Fig. 2 Light output/front section characteristics for 1500 μm-long as-cleaved devices L1 (ES = 6µm) and L2 (ES = 10µm) at 25°C versus biasing current (ES: inter-electrode spacing): (a) in the case of uniform injection (IF = IB), (b) while varying IF at a constant total current IT = 280mA, (c) when varying IF while keeping IB at 40 mA and 80 mA, and (d) when varying IB while keeping IF at 40 mA and 80 mA.
under different biasing conditions. First we consider the case of uniform injection (i.e. both electrodes are equally pumped (IF = IB)), with IF and IB are respectively the front- and back-electrode currents, as depicted in the inset of Fig. 2(a), both lasers exhibited kink-free L-I characteristic and almost the same threshold current (Ith) of ~2 × 35 mA at 25°C, as shown in Fig. 2(a). The maximum differential quantum efficiency is slightly higher when considering larger spacing ES: 0.04 and 0.05 for 6 µm (L1) and 10 μm (L2), respectively. Reasons behind this low efficiency have been discussed in [21

21. K. Dridi, A. Benhsaien, J. Zhang, and T. J. Hall, “Narrow linewidth 1550 nm corrugated ridge waveguide DFB lasers,” IEEE Photon. Technol. Lett. 26(12), 1192–1195 (2014). [CrossRef]

]. Both devices can emit more than 6 mW CW power under single-mode operation up to a total biasing of ~4.85 × Ith.

Considerable changes occur when we consider the case of non-uniform injection (i.e. both electrodes are not equally pumped). Indeed, Fig. 2(b) shows the variation of the optical output power against the current ratio IF/IT (at a constant total current IT = (IF + IB) = 280mA) at 25°C. In this case both devices showed almost the same characteristics, except with a higher power for the device with a larger inter-electrode spacing. Near the uniform injection (IF/IT = 0.5), devices L1 and L2 exhibit a maximum power of ~4.6 mW and ~5.3 mW, correspondingly. After small variations, the power starts to stabilize at 5 mW and 6.3 mW towards a current ratio of ~0.85 for both L1 and L2, respectively. Figure 2(c) shows the light output measured as a function of the current IF while keeping IB constant at different levels (40 mA and 80 mA). From this plot we can define a lasing threshold for the front electrode (IF,th~30 mA) after which the output power increases rapidly with a better efficiency for the device L2. Figure 2(d) shows the case where the output power is plotted against the current through the back section IB while keeping IF biased at 40 mA and 80 mA. When IF is at 40 mA, the output light from both devices start to increase the moment the threshold for the back section (IB,th~30mA) is reached. This is an indication of the presence of gain and stimulated emission in this section [22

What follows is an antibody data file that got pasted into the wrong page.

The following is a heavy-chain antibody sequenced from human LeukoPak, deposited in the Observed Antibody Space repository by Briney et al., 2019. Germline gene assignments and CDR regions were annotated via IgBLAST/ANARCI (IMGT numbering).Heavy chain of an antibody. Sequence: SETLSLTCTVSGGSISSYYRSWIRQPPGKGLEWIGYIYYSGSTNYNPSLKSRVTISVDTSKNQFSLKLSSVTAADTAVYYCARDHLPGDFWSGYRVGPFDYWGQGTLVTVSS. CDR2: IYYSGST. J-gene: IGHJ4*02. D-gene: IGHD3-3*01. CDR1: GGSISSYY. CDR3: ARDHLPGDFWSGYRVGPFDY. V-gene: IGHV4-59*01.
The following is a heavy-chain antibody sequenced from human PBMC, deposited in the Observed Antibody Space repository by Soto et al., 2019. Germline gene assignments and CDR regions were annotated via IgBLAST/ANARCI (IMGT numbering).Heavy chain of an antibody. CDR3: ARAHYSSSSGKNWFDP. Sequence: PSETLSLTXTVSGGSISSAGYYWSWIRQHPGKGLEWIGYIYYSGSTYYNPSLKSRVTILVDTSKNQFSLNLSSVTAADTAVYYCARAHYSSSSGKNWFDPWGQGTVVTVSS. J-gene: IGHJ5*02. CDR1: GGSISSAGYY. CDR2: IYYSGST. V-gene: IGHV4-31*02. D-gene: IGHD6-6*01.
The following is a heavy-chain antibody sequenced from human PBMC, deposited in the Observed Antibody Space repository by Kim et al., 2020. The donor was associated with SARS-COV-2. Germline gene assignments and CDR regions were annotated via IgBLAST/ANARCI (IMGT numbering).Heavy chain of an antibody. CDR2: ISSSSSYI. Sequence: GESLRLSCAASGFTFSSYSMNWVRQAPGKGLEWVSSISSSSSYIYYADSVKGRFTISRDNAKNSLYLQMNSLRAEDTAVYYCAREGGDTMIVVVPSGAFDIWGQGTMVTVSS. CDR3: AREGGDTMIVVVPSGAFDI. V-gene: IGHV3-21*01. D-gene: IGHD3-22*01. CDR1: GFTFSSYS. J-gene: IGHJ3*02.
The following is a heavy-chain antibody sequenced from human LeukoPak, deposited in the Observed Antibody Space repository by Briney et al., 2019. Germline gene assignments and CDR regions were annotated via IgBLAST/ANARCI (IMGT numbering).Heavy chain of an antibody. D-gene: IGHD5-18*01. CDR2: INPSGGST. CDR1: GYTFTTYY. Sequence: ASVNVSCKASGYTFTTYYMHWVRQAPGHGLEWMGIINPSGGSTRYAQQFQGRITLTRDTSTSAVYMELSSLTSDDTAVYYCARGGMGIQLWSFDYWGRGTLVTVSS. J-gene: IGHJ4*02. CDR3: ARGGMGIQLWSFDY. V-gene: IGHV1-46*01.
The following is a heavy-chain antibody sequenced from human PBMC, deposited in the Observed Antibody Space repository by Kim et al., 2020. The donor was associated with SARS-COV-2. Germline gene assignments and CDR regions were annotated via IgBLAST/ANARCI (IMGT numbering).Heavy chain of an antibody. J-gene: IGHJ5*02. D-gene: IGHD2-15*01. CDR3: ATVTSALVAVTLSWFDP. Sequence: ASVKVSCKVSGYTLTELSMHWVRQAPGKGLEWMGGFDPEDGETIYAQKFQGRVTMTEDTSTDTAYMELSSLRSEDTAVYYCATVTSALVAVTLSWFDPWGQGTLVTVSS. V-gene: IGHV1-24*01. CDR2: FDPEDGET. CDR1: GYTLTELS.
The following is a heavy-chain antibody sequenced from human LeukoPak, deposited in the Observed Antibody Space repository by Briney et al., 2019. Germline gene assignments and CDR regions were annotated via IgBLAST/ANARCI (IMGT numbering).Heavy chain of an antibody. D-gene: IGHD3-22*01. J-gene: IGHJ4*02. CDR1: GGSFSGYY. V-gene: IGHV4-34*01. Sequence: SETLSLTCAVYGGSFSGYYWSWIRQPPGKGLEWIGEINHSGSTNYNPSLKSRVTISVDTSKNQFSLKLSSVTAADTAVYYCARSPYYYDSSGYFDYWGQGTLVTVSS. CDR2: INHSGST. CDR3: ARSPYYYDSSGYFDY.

22. C. Y. Kuo and N. K. Dutta, “Characteristics of two-electrode DFB lasers,” Electron. Lett. 24(15), 947–949 (1988). [CrossRef]

]. When IF is above 40 mA, both devices start to lase in single mode at null back current. Overall, we notice that in all cases exemplified by Fig. 2, device L2 shows slightly higher power than that of device L1.

The single mode emission at 1560 nm is assured through a corrugated ridge waveguide defined with third-order gratings. In Fig. 4
Fig. 4 Optical spectra characteristics for 1500 μm-long devices L1 (ES = 6μm) and L2 (ES = 10μm) at 25°C: Wavelength variations against (a) uniform injection, (c) front electrode current IF while IB fixed at 40 and 80 mA, and (e) back electrode current while IF is fixed at 40 and 80 mA. SMSR variations at 25°C as a function of: (b) IF = IB; (d) IF at IB = 40 and 80 mA, and (f) IB at IF = 40 and 80 mA.
, we show the variations of the lasing wavelength and the side mode suppression ratios (SMSRs) under different injection conditions at 25°C. In the uniform injection case, devices L1 and L2 showed stable single-mode operation with an electronic tuning of 2.3 nm and 1.8 nm, respectively as can be seen in Fig. 4(a). The tuning rate (dλ/dI) is 0.019 nm/mA and 0.015 nm/mA for L1 and L2, respectively. The SMSR, the variations of which are shown in Fig. 4(b), is greater than 45 dB for wide biasing range for both devices with larger values for L1.